Using API


Instead of dealing with HTTP interface you can use various clients to communicate with Deltacloud server.

The Deltacloud Ruby Client

You need to install Ruby client seperately to the Deltacloud API server. Assuming you already have Ruby and RubyGems setup, you can install the Deltacloud client by simply typing:

$ sudo gem install deltacloud-client

The Deltacloud client consists of a Ruby library (packaged as a Ruby gem) which you can use to interact with the Deltacloud server and control your cloud infrastructure across cloud providers.

To use the client, you must require deltacloud:

require 'deltacloud'

Connect to a Deltacloud provider:

require 'deltacloud'

api_url      = 'http://localhost:3001/api'
api_name     = 'mockuser'
api_password = 'mockpassword'

client = api_name, api_password, api_url )

# work with client here

In addition to creating a client, you can specify operations within a block included on the initialization. api_name, api_password, api_url ) do |client|
  # work with client here

In case of a failure, any underlying HTTP transport exceptions will be thrown away and returned back to the caller.

To work with another driver, just switch the client:

client = api_name, api_password, api_url )

# switch the client to use EC2 driver
ec2 = client.with_config(:driver => :ec2)

# switch the client to use OpenStack driver
openstack = client.with_config(:driver => :openstack)
Work with the Ruby client

HTTP clients - cURL

Basically, you interact with the Deltacloud server via HTTP calls, so you can use any HTTP client to talk to Deltacloud using the Deltacloud REST API.

cURL is a popular command line tool available on most modern linux distributions. See the following examples to learn how to use cURL to interact with Deltacloud. There is an assumption that the Deltacloud server is running on locahost:3001 and was started with the 'ec2' driver (i.e., deltacloudd -i ec2 ).

Get a list of all images available in the back-end cloud:

curl  --user "pGbAJ1TsVg5PKs3BK27O:dPs47ralgBlldqYNbLg3scthsg4g8v0L9d6Mb5DK"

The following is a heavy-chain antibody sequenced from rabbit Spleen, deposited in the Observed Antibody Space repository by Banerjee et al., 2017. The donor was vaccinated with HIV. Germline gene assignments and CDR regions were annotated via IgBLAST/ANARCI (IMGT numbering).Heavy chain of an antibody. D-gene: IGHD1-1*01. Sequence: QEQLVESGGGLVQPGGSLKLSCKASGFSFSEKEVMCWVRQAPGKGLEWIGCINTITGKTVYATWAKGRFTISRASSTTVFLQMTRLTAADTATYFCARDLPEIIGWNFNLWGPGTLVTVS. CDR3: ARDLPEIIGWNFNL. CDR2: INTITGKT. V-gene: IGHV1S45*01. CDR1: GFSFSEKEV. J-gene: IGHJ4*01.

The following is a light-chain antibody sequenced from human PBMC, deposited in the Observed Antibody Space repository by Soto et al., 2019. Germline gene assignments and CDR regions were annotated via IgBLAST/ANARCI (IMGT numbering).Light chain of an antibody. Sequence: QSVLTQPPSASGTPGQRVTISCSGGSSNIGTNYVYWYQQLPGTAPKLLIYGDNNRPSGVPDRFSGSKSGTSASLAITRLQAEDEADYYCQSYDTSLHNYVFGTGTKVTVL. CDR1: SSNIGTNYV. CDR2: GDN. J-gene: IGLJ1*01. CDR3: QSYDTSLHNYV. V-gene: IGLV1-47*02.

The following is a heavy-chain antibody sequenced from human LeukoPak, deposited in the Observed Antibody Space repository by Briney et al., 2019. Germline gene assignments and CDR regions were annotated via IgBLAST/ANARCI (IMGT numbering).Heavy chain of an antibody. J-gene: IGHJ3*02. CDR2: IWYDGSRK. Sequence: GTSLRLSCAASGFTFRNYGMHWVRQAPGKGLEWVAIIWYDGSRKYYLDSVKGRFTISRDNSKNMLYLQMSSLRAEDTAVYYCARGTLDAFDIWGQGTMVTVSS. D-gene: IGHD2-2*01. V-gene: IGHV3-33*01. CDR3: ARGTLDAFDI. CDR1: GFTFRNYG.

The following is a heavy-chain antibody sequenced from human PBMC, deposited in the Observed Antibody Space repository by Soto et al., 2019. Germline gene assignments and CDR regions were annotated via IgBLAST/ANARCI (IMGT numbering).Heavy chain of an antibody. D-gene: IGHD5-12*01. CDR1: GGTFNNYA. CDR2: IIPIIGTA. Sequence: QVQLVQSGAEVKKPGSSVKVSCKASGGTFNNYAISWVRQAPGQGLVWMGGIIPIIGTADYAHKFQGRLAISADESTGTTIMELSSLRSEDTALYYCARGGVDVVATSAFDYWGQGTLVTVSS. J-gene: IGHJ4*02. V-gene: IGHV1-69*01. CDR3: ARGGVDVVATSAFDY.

The cURL --user option is used to specify the username:password credentials for access to the back-end cloud provider (Amazon EC2 in this case).

Create a new instance from the image with id 'ami-f51aff9c', in realm 'us-east-1c', with the hardware profile 'c1.medium', in firewall 'default':

curl -X POST -F "keyname=eftah" -F "image_id=ami-f51aff9c"
-F "realm_id=us-east-1c" -F "hwp_id=c1.medium" -F "firewalls1=default"
--user "pGbAJ1TsVg5PKs3BK27O:dPs47ralgBlldqYNbLg3scthsg4g8v0L9d6Mb5DK"

Delete a firewall called 'develgroup':

curl -X DELETE
--user "pGbAJ1TsVg5PKs3BK27O:dPs47ralgBlldqYNbLg3scthsg4g8v0L9d6Mb5DK"

Create a blob called 'my_new_blob' within the bucket 'mybucket' from a local file with HTTP PUT specifying its content type and setting some metadata key:value pairs:

curl -H 'content-type: text/html' -H 'X-Deltacloud-Blobmeta-Name:mariosblob'
-H 'X-Deltacloud-Blobmeta-Version:2.1' --upload-file
--user "pGbAJ1TsVg5PKs3BK27O:dPs47ralgBlldqYNbLg3scthsg4g8v0L9d6Mb5DK"

Retrieve blob metadata for the blob called 'my_new_blob':

curl -iv -X HEAD
--user "pGbAJ1TsVg5PKs3BK27O:dPs47ralgBlldqYNbLg3scthsg4g8v0L9d6Mb5DK"

The '-iv' flags will ensure that cURL displays the request and response headers (blob metadata are reported in the response headers with an empty response body).

Working with cURL

Libdeltacloud Client (C library)

Libdeltacloud is a C/C++ library for accessing the Deltacloud API. It exports convenient structures and functions for manipulating cloud objects through the Deltacloud API.

Get the source code:
$ git clone git://

As of version 0.9, libdeltacloud is mostly API stable, but not ABI stable. The difference between the two is subtle but important. A library that is ABI (Application Binary Interface) stable means, that programs using the library don't need to be modified nor re-compiled when a new version of the library comes out. A library that is API (Application Programming Interface) stable means that programs using the library don't need to be modified, but may need to be re-compiled when a new version of the library comes out. The reason is that the sizes of structures in the library might change, which can lead to a misunderstanding between what the library and the program thinks the size of a structure is.

Due to the magic of libtool versioning, programs built against an older version of libdeltacloud will refuse to run against a newer version of libdeltacloud if the size of the structures has changed. If this happens, then the program must be recompiled against the newer libdeltacloud.

Libdeltacloud documentation